Day traders typically do not hold positions overnight, thus requiring traders to make snap buy and sell decisions. 

Capital

Typically, swing trading needs far less capital, considerably less time, and does not require a special day trading platform from a broker. Furthermore, swing trading can be performed with much smaller lot sizes to start with and can be seen as a good starting point as one learns how to swing trade. 

Due to its time frame, swing trading can be done part-time, while day trading requires a full-time commitment for the most part.

Risk

Fundamentally, swing trading boasts a lower risk factor as one has more time to consider all the trade parameters. 

Day traders, while using state-of-the-art trading technology, have to deal with other algorithmic traders as new strategies and tools emerge, while developing an excellent understanding of order flow (e.g. bids and asks) and volume. 

Although the same concept is imperative to swing traders, they are typically more concerned with the volume and order flow of the whole day.

Profit target

With the above considerations and trading structure, day traders aim for lower profit targets on each trade. Although swing traders stand to make more with each trade, the volume at which a day trader trades can result in greater profit.

Key summarised pros & cons between Swing Trading and Day Trading

Swing Trading Pros

  • Swing trading allows you to have a larger profit target based on longer-term price movements.
  • Swing traders do not need to monitor the market as often as day traders.

Swing Trading Cons

  • Price movements in swing trading may take a longer period of time to be observed.
  • There is some overnight risk and swap fees that are sometimes included as part of holding positions over a longer period of time.

Day Trading Pros

  • There is no overnight risk as traders sell everything within market hours, within the same day.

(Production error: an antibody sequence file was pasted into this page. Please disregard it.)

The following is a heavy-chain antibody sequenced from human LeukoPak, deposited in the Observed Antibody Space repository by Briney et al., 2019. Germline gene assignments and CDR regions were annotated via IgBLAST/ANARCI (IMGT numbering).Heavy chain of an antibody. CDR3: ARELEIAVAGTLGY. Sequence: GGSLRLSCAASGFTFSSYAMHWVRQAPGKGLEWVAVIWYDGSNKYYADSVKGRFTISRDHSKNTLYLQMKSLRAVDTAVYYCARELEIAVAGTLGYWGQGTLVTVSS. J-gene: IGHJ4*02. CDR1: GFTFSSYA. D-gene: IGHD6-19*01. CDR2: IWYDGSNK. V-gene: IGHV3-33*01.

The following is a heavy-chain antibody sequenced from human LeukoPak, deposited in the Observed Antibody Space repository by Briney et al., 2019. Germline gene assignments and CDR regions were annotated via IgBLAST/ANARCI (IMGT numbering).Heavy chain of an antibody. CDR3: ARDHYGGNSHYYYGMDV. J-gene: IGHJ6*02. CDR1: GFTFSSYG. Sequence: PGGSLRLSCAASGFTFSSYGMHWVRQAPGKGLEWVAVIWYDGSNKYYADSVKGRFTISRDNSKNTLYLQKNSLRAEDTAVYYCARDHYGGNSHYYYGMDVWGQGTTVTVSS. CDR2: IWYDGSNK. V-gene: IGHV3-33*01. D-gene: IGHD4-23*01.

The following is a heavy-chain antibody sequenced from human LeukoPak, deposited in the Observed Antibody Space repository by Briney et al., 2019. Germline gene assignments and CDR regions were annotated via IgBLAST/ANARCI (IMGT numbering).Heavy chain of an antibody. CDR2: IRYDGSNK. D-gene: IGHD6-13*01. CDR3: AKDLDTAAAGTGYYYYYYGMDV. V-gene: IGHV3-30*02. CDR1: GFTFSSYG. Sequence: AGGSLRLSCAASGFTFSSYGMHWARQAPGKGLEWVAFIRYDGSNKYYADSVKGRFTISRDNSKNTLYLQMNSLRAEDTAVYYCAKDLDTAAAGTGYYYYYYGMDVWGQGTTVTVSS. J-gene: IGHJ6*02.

• Faster compounding of earnings that one can use the next day.
  • Lesser capital is needed compared to swing trading.

Day Trading Cons

  • Multiple trades within the day could potentially incur higher overall transaction costs. 
  • Traders would need to devote more time to day trading as close monitoring of price movements within the day is required.
price movements
Image by Ahmad Ardity from Pixabay

Why might swing traders have an edge over day traders?

  1. Swing trading has less time pressure and allows traders to have ample time to adjust to evolving market environments and to make smart decisions. 
  2. Swing traders can adopt both fundamental and technical analysis in making trade decisions, while most day traders rely largely on short-term reactions in market prices. 
  3. Swing trading allows newbies more time to learn about trading through trial and error.

Conclusion

In summary, both day trading and swing trading have their own advantages and disadvantages. Traders should choose the approach that works best for their skills, preferences and lifestyles. The amount of time and resources that can be dedicated to trading should also be some of the factors considered when deciding which trading strategy is the most suitable.  

Nonetheless, swing and day trading requires a good deal of work and knowledge to consistently generate profits with a sound trading plan which can be executed repeatedly.

The article is a part of our comprehensive Guide on Day Trading.